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How to use statement lighting in your home

How to use statement lighting in your home

At skinflint, we take great joy in finding unusual and beautifully made vintage and industrial lighting both at home (like these grey enamelled pendants above, salvaged from a 1950's electrical substation in the UK's Northwest) and abroad. In a time before mass market manufacturing, lights and light fittings were constructed to last and designed with timeless attention to detail. Our refurbishment process means that these pieces (which have often already lasted one lifetime), can offer another lifetime of use in an unanticipated setting.

Lighting is fundamental to not only home design, but wellbeing too. We all know how tired or even depressed being in a gloomy, poorly lit room can feel, or even worse - the discomfort of a garishly bright one. However, we rarely appreciate a perfectly lit ambience because it is just that, so unnoticeably perfect that we relax and enjoy whatever it is we intend to do in that space.

Layer up your lights

So let’s start with room lighting 101. You may have heard interior designers talking about layering ambient, task and accent lighting - this is the key to getting it right.

Ambient lighting is your background or overhead lighting. Soft diffuse light works well to help avoid glare or shadows. 

Oxidised pendants and enamel shade

Task lighting could be your kitchen worktop lighting, or a posable focused lamp next to your favourite reading chair or desk.

Accent lighting is your chance to show off your favourite things in your home - a beautiful piece of art or architectural design element deserves to be highlighted. Or, it could be the feature light itself.

Layering all three of these lighting types in a room will give you the flexibility to switch easily from bright and practical to subtle and intimate, at the flick of a switch or two.

Feature lights can offer ambient, task or accent lighting and their role is aesthetic as well as practical. They are often (though not always) at the centre of a room, a design feature and a conversation starter. Their design can inform an entire interior scheme, or juxtapose in a way that brings out the best in both. If your house or room already has an established design theme it’s quite likely you will be tuned into what works well, but if you’re a bit more eclectic in your tastes, have fallen in love with a specific piece, or just don’t know where to start we’ve put together a few tips, to help you incorporate a feature light into your home...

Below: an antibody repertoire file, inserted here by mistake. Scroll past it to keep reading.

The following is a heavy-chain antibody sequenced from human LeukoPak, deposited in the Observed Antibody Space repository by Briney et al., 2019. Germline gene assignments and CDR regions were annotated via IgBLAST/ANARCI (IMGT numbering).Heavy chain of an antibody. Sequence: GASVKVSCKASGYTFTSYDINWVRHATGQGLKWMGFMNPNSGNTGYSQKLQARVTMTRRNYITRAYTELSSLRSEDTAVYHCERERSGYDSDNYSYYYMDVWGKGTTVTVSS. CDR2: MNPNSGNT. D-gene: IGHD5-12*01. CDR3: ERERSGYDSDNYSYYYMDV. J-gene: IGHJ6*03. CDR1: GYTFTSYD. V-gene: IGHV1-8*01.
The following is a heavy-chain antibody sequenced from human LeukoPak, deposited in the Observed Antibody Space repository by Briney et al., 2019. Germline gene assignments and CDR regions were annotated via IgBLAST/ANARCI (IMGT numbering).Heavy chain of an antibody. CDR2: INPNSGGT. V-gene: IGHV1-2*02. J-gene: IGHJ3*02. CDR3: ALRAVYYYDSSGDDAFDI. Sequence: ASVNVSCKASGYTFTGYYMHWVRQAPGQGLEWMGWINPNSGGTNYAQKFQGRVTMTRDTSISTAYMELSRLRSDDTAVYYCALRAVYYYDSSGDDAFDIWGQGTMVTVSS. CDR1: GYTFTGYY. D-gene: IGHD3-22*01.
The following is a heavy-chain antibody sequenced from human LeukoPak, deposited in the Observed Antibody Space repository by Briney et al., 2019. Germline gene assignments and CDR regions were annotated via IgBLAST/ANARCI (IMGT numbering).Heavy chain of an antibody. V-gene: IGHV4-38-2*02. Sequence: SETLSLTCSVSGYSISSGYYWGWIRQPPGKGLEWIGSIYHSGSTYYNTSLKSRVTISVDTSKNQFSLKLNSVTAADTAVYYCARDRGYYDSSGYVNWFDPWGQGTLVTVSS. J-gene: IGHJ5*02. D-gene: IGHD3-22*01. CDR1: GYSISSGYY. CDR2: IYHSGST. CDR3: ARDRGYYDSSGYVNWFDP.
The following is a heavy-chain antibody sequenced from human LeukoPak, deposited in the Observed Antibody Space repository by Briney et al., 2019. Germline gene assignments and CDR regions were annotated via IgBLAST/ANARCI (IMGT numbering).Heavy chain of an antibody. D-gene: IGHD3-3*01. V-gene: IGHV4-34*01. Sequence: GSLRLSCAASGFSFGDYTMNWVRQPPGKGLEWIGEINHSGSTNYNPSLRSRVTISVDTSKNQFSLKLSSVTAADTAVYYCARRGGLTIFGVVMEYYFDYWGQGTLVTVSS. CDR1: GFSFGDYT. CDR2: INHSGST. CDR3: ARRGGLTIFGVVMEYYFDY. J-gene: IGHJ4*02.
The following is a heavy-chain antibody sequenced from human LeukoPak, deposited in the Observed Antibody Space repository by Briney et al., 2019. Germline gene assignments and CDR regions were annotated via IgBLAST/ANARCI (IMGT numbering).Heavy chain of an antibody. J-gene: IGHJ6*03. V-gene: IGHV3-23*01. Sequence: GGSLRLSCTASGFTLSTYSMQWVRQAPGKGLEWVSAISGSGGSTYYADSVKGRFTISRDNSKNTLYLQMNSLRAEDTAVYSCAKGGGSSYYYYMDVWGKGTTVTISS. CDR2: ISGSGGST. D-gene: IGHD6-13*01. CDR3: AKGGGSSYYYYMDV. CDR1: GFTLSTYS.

Remember the purpose of the room – and your light

This is fundamental but sometimes overlooked in the excitement of a new purchase. skinflint lights were nearly always originally designed with purpose in mind, be that ambient lighting to illuminate a factory, accent lighting in a shop window or task lighting in a hotel reception.

In a social area like your kitchen or dining room, large scale or dominant feature pieces work well suspended over a table or kitchen island to not only illuminate but also draw people together.

Plain English kitchen with Holophane pendant light

A large or unusual light in your living space could actually work best in the corner of your room above a sofa (you don’t even have to move your ceiling rose - just purchase an extra long length of cable and loop it to exactly the spot you need the light).

Opaline pendant with Tom Raffield furniture

Where a smaller light might look lost in the middle of a large room, clusters of lights (odd numbers work well) can offer a very pleasing design.

Entrances, hallways and communal areas are enhanced by diffuse and welcoming lighting. Opaline glassware offers a beautiful light distribution and avoids harsh shadows. 

Vintage opaline pendants cluster

Bedrooms and offices often call for more intimate lighting, or the flexibility to change between intimate and diffuse. Posable or focused task lighting works well, with the added benefit of being able to closely admire your beautiful new feature light.

Complement your light and home

Working with a feature light means that you will want to draw attention to it. So in this case, complementary doesn’t necessarily mean matching. In our experience, with a feature light that has a very worn industrial surface, surrounding it with clean and simple lines will make it stand out. If your chosen light has a sleeker aesthetic, selecting a rougher or industrial look for the surrounding space might work well. Juxtaposing the features of your piece with the design scheme of the room will mean that all eyes will be on your new acquisition.

Our lights have been used in all sorts of design schemes and styles - spark your imagination and take a look at our projects and Instagram for more ideas.

Mek Elek wall light

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